Why? Talk to anyone who's tried to set up a business in this town or any town this size in recent years. Tens of thousands in costs to install sprinklers to meet the new fire code, a hundred grand to bring the restrooms up to ADA compliance. Thousands more to install either more lighting or less lighting. (Yes, "green" energy standards in the new codes can actually lead compliance officers to inform you your premises are too well-lit -- better to let customers stumble in the dark.)

Planning to do some baking? Did you know the EPA now considers that delicious aroma of fresh-baked bread to be a toxic pollutant you may have to spend millions to capture and destroy?

Set up to collect, withhold and submit with the proper paperwork to half a dozen different authorities your sales taxes, property taxes, unemployment insurance premiums, payroll taxes -- some monthly, some quarterly, all due whether or not you had any income that month, all carrying penalties from massive fines up to and including jail time should you get the paperwork wrong?

Planning to serve food -- even pizza slices from a machine -- sell vitamins or medicines, or do anything having to do with firearms, coins or jewelry? In that case, you haven't even begun. Let me introduce you to the state health department, the county health department, the Metropolitan Police Department pawn detail and the federal Department of Alcohol, Tobacco, Firearms and Explosives, which can interrupt your business to audit you for days at a time without notice, closing you down for alleged errors on fewer than 1 percent of your ledger entries.

By the way, will any of your employees need to subject themselves to fingerprinting for a sheriff's card? Wanna bet?

Speaking of the ADA, if you hire someone who later claims to have a disability, can you ever fire them?

What kind of costs could ObamaCare and even union-supported state benefits mandates soon start to impose on your little enterprise? How high could new green mandates drive up your electric bill?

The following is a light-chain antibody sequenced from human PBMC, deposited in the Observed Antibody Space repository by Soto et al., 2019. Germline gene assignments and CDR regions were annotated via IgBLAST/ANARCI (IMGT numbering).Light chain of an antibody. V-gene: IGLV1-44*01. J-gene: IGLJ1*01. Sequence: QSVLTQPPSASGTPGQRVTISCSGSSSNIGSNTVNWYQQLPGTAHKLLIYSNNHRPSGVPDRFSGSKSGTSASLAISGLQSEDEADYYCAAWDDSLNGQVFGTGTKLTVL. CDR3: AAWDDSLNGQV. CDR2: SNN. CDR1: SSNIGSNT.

Do you have all the proper permits for that sign you wanted to put up? In Las Vegas, you can't even apply for a sign permit. You have to hire one of a small number of licensed sign companies to file the application. And they charge thousands!

Regulation doesn't cost jobs? How shall we count all the jobs that would have been created by all of today's start-up entrepreneurs, who survey this landscape and quietly slink back to doing it themselves, without ever having stuck their heads up far enough to get whacked?

This is why there are no jobs -- not because interest rates aren't low enough for entrepreneurs to borrow. In fact, if you want me to consider investing in a start-up business, offer me 2 points above prime -- with prime at 10 to 12 percent, where it was when the nation started to climb back out of the stagflation of the Carter years.

But I guess those of us who point these things out are just doing the bidding of our pals, the greedy fat-cat oil companies.

I met a guy once, up Alberta way, who manufactured drilling platforms. Does that count?

Vin Suprynowicz is assistant editorial page editor of the Review-Journal, and author of "The Black Arrow" and "Send in the Waco Killers." See www.vinsuprynowicz.com.